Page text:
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Behind the Counter

Posted by Dawn Morrison on June 4, 2020 in News
Whether on the front lines or working behind the scenes, Dal Pharmacy alumni are dispensing critical, compassionate health care in our communities.
Whether on the front lines or working behind the scenes, Dal Pharmacy alumni are dispensing critical, compassionate health care in our communities.

Guided by a strong sense of professional solidarity, pharmacists across the province and the country are playing a critical role in caring for people in their communities during these unprecedented times. Two of Dalhousie’s College of Pharmacy graduates give us a glimpse into the lives of pharmacists over the past few months when life as we knew it completely changed as a result of the COVID-19 pandemic.

“It’s been scary. And it’s been stressful. But for the most part, there has been a strong sense of community within our pharmacy profession,” says Sarah Opie (BScPH’10). “We are a profession that has always supported one another and had each other’s backs. In times of uncertainty, that support seems to strengthen.”

Sarah is an instructor in Dal’s College of Pharmacy and also works in a local community pharmacy. She has been working from home since the COVID quarantine began, and also helping the pharmacy team as much as she possible, giving full-time, frontline staff some much-needed additional support. Like many pharmacies in the province, they offer free delivery services with pharmacists and staff shopping for patients and delivering prescriptions to them, rain or shine. She adds that with the current precautions in place in physician’s offices and walk-in clinics, pharmacists are filling in many of the gaps for their patients.

Sarah Opie (Photo provided)

"Pharmacists are triaging more, prescribing more, extending prescriptions, administering essential injections. We are also providing a huge support to patients who are lonely, fearful, and who are struggling with mental health concerns,” she says.

“It’s a challenging time for everyone and every single person is struggling in some way. But we are all in this together,” she says. “Pharmacists get up each morning, leave their families at home and work tirelessly with your health and wellbeing in mind to make sure that you and your families are taken care of, that you feel safe and that you are not alone.”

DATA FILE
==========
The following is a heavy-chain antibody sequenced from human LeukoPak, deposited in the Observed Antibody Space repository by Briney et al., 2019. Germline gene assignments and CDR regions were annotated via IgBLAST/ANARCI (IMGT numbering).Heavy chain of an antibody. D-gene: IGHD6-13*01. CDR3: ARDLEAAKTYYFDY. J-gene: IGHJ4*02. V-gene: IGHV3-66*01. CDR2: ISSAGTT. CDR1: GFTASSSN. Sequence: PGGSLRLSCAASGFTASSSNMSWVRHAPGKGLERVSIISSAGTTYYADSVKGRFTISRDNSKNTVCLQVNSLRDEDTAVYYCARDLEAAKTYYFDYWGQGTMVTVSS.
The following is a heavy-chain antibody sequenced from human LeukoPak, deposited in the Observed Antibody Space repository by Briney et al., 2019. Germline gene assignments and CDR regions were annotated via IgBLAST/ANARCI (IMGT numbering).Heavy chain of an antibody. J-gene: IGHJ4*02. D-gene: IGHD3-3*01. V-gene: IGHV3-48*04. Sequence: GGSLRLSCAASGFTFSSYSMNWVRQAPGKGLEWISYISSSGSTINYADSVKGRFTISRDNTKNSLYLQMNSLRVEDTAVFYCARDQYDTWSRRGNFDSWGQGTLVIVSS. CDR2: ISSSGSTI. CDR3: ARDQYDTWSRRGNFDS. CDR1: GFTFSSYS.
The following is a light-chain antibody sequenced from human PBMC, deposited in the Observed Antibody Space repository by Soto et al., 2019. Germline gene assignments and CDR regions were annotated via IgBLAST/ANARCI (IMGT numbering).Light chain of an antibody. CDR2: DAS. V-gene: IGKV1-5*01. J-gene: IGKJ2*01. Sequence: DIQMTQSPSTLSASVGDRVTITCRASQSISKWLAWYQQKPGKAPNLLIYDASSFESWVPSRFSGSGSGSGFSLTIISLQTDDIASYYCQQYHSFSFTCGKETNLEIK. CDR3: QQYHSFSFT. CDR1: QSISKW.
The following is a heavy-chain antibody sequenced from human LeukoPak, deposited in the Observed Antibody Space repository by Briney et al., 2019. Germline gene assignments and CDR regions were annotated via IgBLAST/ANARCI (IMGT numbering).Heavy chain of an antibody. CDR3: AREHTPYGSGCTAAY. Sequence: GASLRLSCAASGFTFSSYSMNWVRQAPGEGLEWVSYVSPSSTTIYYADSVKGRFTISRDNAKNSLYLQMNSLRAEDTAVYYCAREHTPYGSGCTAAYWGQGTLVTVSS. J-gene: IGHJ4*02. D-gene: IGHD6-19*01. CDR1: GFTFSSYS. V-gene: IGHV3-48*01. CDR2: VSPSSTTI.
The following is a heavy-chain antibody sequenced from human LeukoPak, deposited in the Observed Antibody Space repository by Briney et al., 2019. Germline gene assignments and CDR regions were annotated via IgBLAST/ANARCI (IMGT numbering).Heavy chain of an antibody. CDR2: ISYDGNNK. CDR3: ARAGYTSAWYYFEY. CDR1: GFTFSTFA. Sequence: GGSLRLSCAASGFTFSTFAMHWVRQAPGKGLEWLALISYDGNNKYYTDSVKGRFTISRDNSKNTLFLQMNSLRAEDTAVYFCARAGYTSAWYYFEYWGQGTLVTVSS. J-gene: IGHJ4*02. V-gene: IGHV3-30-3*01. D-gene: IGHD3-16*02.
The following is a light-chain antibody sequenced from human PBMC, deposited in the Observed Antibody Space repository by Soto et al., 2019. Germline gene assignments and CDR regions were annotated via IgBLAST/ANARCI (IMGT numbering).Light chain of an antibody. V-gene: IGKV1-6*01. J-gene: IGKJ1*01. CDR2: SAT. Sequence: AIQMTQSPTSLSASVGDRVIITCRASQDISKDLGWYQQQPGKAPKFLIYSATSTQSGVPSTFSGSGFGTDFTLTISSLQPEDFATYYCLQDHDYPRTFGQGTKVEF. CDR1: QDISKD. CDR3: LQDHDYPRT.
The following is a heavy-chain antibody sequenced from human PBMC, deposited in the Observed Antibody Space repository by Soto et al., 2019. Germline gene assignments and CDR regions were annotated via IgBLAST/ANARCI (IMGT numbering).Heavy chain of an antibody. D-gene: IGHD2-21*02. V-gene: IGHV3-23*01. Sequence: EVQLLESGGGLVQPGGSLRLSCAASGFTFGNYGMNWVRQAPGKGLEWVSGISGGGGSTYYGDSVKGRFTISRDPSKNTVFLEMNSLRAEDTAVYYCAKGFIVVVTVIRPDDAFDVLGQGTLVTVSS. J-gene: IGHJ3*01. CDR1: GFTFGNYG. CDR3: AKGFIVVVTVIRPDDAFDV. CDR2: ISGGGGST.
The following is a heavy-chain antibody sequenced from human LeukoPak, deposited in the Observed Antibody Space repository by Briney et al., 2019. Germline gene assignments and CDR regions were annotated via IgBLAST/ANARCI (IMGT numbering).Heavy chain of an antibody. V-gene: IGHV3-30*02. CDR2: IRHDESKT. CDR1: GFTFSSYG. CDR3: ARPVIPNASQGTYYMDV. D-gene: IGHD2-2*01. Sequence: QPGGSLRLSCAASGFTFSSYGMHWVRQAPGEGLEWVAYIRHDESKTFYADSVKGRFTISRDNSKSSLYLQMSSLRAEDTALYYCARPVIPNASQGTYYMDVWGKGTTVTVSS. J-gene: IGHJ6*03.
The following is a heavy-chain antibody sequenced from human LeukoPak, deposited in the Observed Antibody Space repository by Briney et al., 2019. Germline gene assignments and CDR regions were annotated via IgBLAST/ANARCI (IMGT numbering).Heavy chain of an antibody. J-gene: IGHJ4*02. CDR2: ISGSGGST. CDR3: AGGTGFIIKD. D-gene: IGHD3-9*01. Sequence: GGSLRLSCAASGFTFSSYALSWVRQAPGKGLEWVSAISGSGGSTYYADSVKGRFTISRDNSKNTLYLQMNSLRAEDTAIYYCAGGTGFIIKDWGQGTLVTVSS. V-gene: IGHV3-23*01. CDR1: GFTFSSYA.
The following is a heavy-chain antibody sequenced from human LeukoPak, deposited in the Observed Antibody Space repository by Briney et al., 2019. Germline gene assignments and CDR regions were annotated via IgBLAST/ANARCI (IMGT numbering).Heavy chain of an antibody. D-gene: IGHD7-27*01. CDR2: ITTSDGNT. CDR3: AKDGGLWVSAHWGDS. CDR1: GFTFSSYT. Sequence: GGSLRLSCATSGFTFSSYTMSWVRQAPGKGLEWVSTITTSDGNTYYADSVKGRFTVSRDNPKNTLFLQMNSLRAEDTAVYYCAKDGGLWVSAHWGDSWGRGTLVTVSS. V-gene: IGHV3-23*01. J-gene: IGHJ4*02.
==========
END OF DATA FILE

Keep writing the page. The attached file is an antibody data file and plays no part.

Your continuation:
Jody Collin (BScPH’07) is completing a Masters in Community Health and Epidemiology while serving as Manager of the Metro Dispensary, the non-profit community pharmacy located at the IWK. She says the past few months have been “a bit of a blur.”

Since the COVID-19 outbreak was declared a pandemic, she has never been busier — implementing a comprehensive pandemic plan early on and adapting it to meet the ongoing needs of the community, answering questions from the public, reassuring patients and taking comprehensive and ongoing steps to keep everyone safe and healthy.

Jody Collin (Photo provided)

“We installed a plexiglass barrier between us and the patients, implemented strict cleaning protocols that have been modified many times as the recommendations have changed, we have activated the tap action on our debit machine, stopped taking anything into the pharmacy including old medications and sharps containers, and, most recently, we have all started wearing surgical face masks all day to protect ourselves from each other,” she says.

She also made tough staffing decisions to ensure the pharmacy could stay open if anyone became sick, which means working short staffed on every shift during a time when they are busier than ever. “We are coming in early, staying late, and working on days while the pharmacy is closed to catch up. I am so lucky to have an amazing staff that has rolled with the punches and adapted to all of these changes,” she says.

Jody says her day doesn’t end when she leaves the pharmacy; she delivers medications on her way home, does all her paperwork at home and spends part of each night catching up on the latest news from the Pharmacy Association, the College of Pharmacists, the Canadian Pharmacists Association, Public Health, the IWK.  At least once a week, she sends updated policies out to staff.

The Metro Dispensary is a not for profit pharmacy that was established in 1966 and provides pharmaceutical services and medications at the lowest possible cost to clients, including all cystic fibrosis and diabetes insipidus patients in the province of Nova Scotia. The Dispensary also serves all clients referred by a social worker in the community or hospital who would benefit from lower cost medications.

“We are very lucky to be located within the IWK hospital, so those patients that do come in to pick up their medications are pre-screened and told to wash their hands before entering the pharmacy, and they are monitored for social distancing while they wait,” she says, noting they also provide curbside pick-up for medications and have moved all of their counselling to the phone, so that patients are in and out of the pharmacy as quickly as possible.

These are just two examples of how pharmacists are going above and beyond for their patients and communities during these challenging times.